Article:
Monday, August 3, 2015

Short Stories On Deck Part 1!

I'm loving short stories right now! I didn't think I Iiked short stories until I read Krik!Krak? by Edwidge Danticat over a year ago and that started to change my mind. I read a few more collections, but then after reading How to Escape from a Leper Colony by Tiphanie Yanique, I was sold. I've been digging through my books in search of more and was surprised that I have so many. Here are a few short story collections that I've read and others that I'm excited to read.

Friday, July 31, 2015

If I Loved You, I Would Tell You This by Robin Black

I bought If I Loved You, I Would Tell You This from the Borders going out of business sale in 2011. I had pretty much forgotten about it until I did a search for a different book and found this one on a list of 5 Must-Read Short-Story Collections. So I got right to it.

I really enjoyed this book, not because it's so good, but because it's so spot on. I wouldn’t describe it as upbeat or exciting. And it doesn't really have cliff hangers. It feels more like an exposé. It's about people: families, friends, and their issues. It's a look inside the "perfect" families, the "perfect" friendships, and the revelation that things aren't so perfect at all.

Monday, July 13, 2015

Part 2 Recap: Trinidad and Tobago Literary Festival (Bocas Lit Fest)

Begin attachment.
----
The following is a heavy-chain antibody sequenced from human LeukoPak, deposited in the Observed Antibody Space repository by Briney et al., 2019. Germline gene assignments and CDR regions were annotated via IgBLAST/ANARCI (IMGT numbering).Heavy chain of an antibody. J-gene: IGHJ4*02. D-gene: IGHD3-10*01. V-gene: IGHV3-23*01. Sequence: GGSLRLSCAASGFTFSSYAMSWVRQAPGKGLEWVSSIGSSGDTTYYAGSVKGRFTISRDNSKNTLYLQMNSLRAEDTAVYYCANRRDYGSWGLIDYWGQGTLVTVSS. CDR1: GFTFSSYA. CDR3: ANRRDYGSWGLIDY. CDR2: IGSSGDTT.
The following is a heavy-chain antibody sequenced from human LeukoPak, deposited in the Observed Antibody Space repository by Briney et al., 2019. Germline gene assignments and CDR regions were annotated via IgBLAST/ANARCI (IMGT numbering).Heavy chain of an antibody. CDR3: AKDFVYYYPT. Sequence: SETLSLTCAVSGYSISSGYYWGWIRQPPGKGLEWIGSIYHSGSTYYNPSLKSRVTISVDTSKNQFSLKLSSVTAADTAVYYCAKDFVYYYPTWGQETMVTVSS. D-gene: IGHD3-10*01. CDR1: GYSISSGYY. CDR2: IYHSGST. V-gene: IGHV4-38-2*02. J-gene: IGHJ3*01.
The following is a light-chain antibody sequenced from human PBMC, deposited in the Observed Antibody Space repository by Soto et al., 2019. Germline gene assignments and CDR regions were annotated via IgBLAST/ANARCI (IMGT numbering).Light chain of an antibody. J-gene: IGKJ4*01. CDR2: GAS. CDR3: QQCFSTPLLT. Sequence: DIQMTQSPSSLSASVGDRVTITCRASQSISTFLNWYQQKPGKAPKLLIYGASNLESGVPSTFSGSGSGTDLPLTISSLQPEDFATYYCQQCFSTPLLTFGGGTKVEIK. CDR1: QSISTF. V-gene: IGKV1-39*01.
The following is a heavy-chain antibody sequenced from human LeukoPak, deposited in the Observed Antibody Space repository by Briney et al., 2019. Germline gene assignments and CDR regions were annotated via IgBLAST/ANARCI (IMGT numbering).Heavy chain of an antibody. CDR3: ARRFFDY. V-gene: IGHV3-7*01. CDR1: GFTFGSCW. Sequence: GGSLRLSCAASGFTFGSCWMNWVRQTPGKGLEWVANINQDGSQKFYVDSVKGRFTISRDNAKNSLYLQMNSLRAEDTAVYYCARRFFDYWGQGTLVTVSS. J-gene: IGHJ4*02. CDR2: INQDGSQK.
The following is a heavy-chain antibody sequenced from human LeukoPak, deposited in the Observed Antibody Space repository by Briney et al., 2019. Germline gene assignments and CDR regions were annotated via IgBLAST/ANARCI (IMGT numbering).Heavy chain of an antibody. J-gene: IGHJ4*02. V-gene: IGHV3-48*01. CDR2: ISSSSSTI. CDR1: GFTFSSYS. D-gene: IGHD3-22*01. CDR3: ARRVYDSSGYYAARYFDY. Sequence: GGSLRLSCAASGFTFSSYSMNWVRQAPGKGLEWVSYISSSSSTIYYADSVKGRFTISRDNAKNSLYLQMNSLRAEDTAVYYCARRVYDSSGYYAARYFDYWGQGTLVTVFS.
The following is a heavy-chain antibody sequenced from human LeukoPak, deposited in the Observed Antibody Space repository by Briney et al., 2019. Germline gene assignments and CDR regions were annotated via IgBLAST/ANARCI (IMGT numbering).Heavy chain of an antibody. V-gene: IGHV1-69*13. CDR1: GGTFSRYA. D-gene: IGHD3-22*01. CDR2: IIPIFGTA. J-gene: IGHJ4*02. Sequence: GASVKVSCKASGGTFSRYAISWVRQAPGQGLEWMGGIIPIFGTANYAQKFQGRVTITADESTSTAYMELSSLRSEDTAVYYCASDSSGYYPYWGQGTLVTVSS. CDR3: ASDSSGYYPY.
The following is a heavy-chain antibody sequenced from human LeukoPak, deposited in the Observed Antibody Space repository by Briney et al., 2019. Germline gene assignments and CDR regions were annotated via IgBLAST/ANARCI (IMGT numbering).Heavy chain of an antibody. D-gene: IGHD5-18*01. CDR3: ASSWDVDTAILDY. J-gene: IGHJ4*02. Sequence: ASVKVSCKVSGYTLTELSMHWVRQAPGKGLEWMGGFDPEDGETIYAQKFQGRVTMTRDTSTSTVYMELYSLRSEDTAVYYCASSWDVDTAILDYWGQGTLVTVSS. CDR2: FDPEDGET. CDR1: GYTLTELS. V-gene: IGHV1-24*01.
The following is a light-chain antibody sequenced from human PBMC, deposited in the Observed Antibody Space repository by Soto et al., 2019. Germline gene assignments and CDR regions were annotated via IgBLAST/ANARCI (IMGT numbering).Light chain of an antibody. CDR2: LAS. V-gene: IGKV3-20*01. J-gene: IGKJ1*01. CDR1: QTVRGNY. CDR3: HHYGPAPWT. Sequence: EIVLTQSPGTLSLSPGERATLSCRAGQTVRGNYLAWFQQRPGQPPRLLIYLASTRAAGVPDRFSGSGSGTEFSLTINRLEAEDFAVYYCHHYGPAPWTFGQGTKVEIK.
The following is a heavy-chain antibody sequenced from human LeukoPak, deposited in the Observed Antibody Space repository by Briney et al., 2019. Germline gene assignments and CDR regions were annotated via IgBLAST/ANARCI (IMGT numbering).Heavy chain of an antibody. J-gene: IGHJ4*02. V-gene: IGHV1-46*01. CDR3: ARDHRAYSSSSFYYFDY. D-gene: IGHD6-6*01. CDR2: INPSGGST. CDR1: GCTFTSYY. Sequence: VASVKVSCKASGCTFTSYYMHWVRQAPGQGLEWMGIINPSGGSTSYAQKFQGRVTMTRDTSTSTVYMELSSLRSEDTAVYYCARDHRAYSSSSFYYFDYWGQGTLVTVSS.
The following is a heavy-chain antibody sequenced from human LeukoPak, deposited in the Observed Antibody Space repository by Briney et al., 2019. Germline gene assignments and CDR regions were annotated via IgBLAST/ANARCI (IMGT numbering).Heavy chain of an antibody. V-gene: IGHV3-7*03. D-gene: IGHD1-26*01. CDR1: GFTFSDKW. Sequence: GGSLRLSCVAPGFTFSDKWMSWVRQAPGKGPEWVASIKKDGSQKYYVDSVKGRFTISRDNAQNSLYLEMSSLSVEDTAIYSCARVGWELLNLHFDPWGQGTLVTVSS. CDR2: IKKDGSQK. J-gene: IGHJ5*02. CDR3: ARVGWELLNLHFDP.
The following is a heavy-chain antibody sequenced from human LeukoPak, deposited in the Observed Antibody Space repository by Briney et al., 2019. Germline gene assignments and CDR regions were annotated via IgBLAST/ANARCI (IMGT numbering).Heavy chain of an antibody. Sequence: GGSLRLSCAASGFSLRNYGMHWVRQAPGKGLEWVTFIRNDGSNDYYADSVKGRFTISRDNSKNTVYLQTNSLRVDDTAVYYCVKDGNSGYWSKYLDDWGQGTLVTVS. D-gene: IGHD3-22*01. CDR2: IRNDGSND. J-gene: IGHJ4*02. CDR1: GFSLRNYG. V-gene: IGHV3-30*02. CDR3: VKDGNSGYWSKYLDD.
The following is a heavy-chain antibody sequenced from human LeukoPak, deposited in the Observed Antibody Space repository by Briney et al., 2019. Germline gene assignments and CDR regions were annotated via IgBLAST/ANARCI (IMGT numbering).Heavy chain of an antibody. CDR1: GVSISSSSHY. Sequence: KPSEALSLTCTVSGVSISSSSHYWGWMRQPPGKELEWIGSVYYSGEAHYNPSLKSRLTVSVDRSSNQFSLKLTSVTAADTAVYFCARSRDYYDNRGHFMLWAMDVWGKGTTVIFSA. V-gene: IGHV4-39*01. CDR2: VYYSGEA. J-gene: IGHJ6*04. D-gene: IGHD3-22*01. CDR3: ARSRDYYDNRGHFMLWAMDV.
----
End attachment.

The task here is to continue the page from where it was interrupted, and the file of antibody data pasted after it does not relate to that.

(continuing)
I gave another peek inside my Trinidad and Tobago Literary Festival experience in my summation of The Star Side of Bird Hill. In addition to meeting Naomi Jackson, I had brief interactions with several other authors, including Olive Senior. 

I stayed in the same hotel as most of the authors and when I was heading to the festival the first day, I had no idea how to get there. A small group of authors was gathered, waiting for their shuttle and suggested I come with them. The driver arrived and checked them in but was hesitant to let me tag along. After sensing the hesitation, Olive politely told the driver, “I’m going. She’s going. We’re all going.” And we were on our way!

Tuesday, July 7, 2015

Am I Going to Top My Best Bookish Year?

You may remember that 2014 was my best bookish year yet. I didn’t plan to outdo myself in 2015 but with half the year under our belts, I’ve already made more literary memories than anticipated!